CCA had used them before with disastrous results, as previously reported in PLN. However, with respect to a non-profit entity the concept was completely unique. This was the "revolutionary" brainchild heralded by Steve Logan. Municipal Corrections LP. was a completely separate entity responsible for the debt passed on by Cornell. Lehman assumed limited partnership of Municipal, investing $8.2 million. Provident assumed a general partnership with an $82,525 investment. The arrangement only required that Municipal maintain a 3% independent equity investment. Lehman provided the financing; Provident (the charity) provided the independence.
Returns from the transaction were designed to yield Lehman $2 million from the sale of bonds and 99% of the rent paid by Cornell. Provident would garner a tax-free 1% of the rent apart from any price it might receive from the sale of its general partnership.
While the deal raised a few eyebrows, Hicks maintained that it was not out of line with Provident's original goal. The transaction, claimed Hicks, allowed Provident to examine opportunities to offer "special care and housing for aged and infirm inmates." Lavelle declined to comment on either the deal or the dogma.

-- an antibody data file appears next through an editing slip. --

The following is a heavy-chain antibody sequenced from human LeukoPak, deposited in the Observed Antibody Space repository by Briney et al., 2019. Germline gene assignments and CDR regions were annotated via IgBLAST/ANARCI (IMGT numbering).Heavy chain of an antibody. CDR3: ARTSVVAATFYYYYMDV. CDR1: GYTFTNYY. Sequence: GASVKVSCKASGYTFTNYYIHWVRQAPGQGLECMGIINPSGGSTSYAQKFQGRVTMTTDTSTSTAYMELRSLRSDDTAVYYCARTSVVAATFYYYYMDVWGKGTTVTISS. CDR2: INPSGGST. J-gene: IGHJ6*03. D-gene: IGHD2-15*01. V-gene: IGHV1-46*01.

For over a year Cornell rode a financially black-cresting wave of success. From the fourth quarter of 2000 to the fourth quarter of 2001 Cornell stock rose from $3.50 to $17.00 per share. Three months following the sale/leaseback arrangement Cornell sold another $3.5 million shares, netting Lehman $2.1 million. Additionally, close scrutiny revealed that Cornell was completely controlled by only thirty-four stockholders including Logan and several private investment concerns. All of these investment funds enjoyed ever-rising profits, having sheltered themselves on the tax-friendly shores of Bermuda and the Cayman Islands.